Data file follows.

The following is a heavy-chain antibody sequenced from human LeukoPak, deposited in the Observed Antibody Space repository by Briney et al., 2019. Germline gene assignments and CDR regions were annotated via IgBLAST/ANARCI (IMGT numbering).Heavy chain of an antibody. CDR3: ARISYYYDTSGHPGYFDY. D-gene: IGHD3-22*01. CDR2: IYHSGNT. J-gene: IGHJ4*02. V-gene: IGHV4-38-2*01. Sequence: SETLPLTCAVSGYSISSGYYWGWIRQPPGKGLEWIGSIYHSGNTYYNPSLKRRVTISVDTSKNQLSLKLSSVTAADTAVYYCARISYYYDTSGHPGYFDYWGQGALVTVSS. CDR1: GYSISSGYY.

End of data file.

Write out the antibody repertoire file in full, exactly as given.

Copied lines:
The following is a heavy-chain antibody sequenced from human LeukoPak, deposited in the Observed Antibody Space repository by Briney et al., 2019. Germline gene assignments and CDR regions were annotated via IgBLAST/ANARCI (IMGT numbering).Heavy chain of an antibody. CDR3: ARISYYYDTSGHPGYFDY. D-gene: IGHD3-22*01. CDR2: IYHSGNT. J-gene: IGHJ4*02. V-gene: IGHV4-38-2*01. Sequence: SETLPLTCAVSGYSISSGYYWGWIRQPPGKGLEWIGSIYHSGNTYYNPSLKRRVTISVDTSKNQLSLKLSSVTAADTAVYYCARISYYYDTSGHPGYFDYWGQGALVTVSS. CDR1: GYSISSGYY.